For this week at least, destinations like Japan have rolled out the welcome mat for visitors who raid foreign stores for everything from luxury handbags to sophisticated toiletry. Staff in even the most traditional of Japanese restaurants have learned to say “xiexie!” – Chinese for thank you.

Some 5.2 million Chinese are estimated to be spending 140 billion yuan ($22.4 billion) this year, up from 4.73 million last year, the Chinese tourism administration says. While nearly 40% went to the top three destinations, the balance of the mainlanders also made beelines for Australia, Singapore, Malaysia, Indonesia and the Philippines.

via Tourist Spots Across Asia Learn to Say ‘Nihao’ for Lunar New Year – China Real Time Report – WSJ.

20/02/2015

Don’t Wear Pig T-Shirts in Dubai: Xinhua’s Official Online Guide for Chinese Tourists – China Real Time Report – WSJ

China’s numerous fans of the novel “Cloud Atlas” will be familiar with author David Mitchell’s adage: There ain’t no journey what don’t you change you some.

As many in the world’s most populous country pack their bags this week and leave on jet planes for horizons far, authorities here are hoping that Chinese travelers, too, will transform – specifically by becoming more mannerly international travelers.

After a series of embarrassing recent incidents, China’s state-run media Xinhua recently did its part to help citizens discern good behavior from bad by publishing an online guide to overseas etiquette. “Who wants to be labeled uncivilized by foreigners?” asks the Xinhua article, published a few days ahead of this year’s Spring Festival Holiday.

To avoid that, the piece offers advice to travelers, including items tailored to specific destinations.

Doing Dubai? Don’t talk about pigs. And don’t wear items of clothing that have images of pigs on them. (Thanks for the fashion tip Xinhua.)

On Safari in Kenya? Please, get permission before posing and saying “cheese!” next to Masai warriors. And keep your hands off that ivory.

The same applies to coral: It belongs in Fiji and not on auntie’s shelf in Fujian province.

Vacationers from the People’s Republic have acquired a reputation for being unruly at times, and have lately made global headlines by attacking flight attendants, fighting in airplane aisles and opening emergency doors in non-emergency situations. Recent incidents have led China to consider establishing an air-passenger blacklist that would ban travelers who continually misbehave.

A relative newcomer to overseas vacations, China has been quick to catch the travel bug. According to the China National Tourism Administration, more than 100 million Chinese ventured abroad in the eleven month period ending November last year. By contrast, in 1998 that number was just 8.4 million. In a recent report, Hong Kong brokerage CLSA said it expects the total number of Chinese outbound travelers to hit 200 million in 2020.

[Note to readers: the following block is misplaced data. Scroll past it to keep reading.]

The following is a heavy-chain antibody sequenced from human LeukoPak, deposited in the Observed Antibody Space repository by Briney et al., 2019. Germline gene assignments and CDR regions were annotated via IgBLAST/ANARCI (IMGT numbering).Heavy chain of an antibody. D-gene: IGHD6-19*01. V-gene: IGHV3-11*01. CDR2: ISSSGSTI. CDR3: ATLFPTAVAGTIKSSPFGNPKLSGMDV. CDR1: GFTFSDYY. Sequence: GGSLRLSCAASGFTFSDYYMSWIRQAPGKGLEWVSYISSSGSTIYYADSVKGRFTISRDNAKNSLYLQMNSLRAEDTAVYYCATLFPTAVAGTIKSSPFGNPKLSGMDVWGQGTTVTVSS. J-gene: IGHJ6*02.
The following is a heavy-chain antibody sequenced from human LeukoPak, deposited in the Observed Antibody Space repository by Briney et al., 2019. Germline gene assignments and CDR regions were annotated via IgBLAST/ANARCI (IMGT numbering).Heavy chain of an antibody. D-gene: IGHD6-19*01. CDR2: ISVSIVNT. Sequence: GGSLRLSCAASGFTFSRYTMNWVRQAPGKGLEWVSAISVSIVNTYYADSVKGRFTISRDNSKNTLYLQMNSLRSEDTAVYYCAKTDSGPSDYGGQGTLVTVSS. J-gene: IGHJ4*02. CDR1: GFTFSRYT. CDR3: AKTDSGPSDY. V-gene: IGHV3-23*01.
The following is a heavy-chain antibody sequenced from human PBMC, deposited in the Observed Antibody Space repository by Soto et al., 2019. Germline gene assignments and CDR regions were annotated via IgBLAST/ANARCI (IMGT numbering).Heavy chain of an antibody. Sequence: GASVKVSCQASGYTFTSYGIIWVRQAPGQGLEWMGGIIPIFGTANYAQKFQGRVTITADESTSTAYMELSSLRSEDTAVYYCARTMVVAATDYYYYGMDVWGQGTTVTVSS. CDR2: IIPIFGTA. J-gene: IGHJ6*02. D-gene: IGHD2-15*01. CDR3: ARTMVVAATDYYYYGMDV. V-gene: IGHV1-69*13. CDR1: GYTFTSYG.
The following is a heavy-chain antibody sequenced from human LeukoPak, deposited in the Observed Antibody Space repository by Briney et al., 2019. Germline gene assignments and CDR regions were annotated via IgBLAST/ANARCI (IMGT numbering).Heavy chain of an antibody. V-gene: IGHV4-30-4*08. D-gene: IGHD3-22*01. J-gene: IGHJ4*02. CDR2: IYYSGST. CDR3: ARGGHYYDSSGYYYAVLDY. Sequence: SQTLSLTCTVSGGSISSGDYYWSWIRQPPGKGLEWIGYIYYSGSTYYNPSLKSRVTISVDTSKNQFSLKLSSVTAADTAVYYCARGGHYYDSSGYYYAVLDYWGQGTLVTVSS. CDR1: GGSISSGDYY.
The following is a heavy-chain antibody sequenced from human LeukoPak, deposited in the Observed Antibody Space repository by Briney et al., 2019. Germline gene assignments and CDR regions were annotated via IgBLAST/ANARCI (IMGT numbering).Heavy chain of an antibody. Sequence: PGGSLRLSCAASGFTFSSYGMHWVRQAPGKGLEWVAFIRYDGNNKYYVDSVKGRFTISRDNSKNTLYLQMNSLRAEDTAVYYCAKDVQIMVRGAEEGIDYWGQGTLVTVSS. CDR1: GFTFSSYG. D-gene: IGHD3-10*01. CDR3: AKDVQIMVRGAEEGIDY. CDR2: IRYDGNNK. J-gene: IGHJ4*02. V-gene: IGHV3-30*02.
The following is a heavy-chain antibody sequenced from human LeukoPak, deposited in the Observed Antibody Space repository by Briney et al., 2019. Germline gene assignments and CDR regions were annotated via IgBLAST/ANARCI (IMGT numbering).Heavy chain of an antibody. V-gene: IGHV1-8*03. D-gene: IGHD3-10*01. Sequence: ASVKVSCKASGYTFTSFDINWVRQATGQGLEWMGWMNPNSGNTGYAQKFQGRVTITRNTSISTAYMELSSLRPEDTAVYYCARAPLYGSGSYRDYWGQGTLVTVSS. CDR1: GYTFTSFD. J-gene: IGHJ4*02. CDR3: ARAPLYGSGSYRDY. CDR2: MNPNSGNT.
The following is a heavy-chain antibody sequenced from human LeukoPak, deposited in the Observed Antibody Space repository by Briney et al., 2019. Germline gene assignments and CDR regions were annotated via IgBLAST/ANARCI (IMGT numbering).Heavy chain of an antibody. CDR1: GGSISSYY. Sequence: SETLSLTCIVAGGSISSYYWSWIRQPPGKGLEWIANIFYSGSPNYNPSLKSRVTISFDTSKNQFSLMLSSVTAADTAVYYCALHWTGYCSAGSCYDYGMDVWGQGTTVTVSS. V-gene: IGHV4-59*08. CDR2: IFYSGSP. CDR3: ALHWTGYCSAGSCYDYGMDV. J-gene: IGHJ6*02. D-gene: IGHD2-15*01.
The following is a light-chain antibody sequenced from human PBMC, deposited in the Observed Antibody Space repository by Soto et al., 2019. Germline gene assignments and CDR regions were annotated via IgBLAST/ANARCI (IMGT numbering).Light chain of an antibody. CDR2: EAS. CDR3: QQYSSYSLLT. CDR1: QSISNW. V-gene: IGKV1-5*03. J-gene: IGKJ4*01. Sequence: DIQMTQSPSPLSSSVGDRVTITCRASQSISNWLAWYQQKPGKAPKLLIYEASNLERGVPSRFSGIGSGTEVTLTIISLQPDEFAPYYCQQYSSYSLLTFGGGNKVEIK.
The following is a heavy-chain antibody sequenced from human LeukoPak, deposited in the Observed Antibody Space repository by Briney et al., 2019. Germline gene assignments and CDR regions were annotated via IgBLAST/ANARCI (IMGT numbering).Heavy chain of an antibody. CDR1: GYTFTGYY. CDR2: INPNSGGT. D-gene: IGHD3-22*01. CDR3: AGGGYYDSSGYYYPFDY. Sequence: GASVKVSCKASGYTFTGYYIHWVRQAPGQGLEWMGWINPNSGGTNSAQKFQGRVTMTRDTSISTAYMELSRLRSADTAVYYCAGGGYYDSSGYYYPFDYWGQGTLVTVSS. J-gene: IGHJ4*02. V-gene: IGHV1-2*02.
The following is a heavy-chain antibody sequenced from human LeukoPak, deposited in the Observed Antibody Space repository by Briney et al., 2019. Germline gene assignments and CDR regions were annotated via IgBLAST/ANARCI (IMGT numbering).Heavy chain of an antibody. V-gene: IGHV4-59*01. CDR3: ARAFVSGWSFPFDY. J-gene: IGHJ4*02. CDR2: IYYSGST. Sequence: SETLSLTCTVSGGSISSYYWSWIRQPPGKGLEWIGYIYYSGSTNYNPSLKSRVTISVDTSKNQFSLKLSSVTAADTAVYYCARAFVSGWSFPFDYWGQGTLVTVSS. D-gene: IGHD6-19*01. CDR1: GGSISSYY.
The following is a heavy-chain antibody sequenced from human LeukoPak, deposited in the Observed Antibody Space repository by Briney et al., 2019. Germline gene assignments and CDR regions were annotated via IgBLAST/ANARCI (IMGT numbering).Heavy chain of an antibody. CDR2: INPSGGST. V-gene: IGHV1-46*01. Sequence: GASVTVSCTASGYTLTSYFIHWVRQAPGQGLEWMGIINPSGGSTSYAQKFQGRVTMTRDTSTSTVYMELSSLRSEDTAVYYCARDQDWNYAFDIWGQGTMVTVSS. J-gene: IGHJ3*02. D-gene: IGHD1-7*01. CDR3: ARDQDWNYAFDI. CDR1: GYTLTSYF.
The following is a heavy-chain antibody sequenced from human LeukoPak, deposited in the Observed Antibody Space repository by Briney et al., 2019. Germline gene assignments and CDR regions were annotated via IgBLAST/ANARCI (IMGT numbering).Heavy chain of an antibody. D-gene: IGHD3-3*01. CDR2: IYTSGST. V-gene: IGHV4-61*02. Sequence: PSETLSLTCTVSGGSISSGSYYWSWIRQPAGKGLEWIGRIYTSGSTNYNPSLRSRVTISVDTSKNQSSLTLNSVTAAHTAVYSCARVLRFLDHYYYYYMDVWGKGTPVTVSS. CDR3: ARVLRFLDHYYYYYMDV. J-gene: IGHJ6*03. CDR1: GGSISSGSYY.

via Don’t Wear Pig T-Shirts in Dubai: Xinhua’s Official Online Guide for Chinese Tourists – China Real Time Report – WSJ.

06/02/2015

Record spending spurs race by governments for Chinese tourist dollars | Reuters

Embassies are re-writing visa rules and governments are hammering out aviation pacts as record spending by Chinese travelers sets off a race around the world for a share of the Chinese tourist dollar.

Chinese spending on international travel in 2014 rose to $165 billion from $129 billion in 2013, the biggest percentage increase in two years, according to data released by the State Administration of Foreign Exchange last week.

Chinese disposable incomes have been steadily rising and would-be travelers got an additional boost in the past year from favorable foreign exchange rates, with the yuan appreciating more than 10 percent against the yen and the Australian dollar. The gains versus the euro have been even greater, at more than 14 percent, and the yuan set a record against the single currency last month.

Governments near and far are keen to get their countries onto Chinese itineraries. In November, the United States signed a landmark deal with China extending one-year visas issued to Chinese travelers to up to a decade. This year Malaysia and Indonesia are planning visa exemptions, while Thailand is considering exempting visa fees, which were briefly suspended last year. Australia in January signed an agreement with China allowing more passenger flights from Beijing, Shanghai and Guangzhou with immediate effect.

Air traffic data for China’s big airlines confirms a rising preference for overseas travel in the world’s most populous nation. Air China’s international routes recorded 14.6 percent growth in 2014 in revenue passenger kilometers (RPKs), a gauge of traffic, versus 6.1 percent for domestic routes, Reuters calculations show. China Southern Airlines‘ international RPK growth was 20.2 percent versus 10.0 percent domestically. China Eastern Airlines posted international RPK growth of 4.4 percent.

via Record spending spurs race by governments for Chinese tourist dollars | Reuters.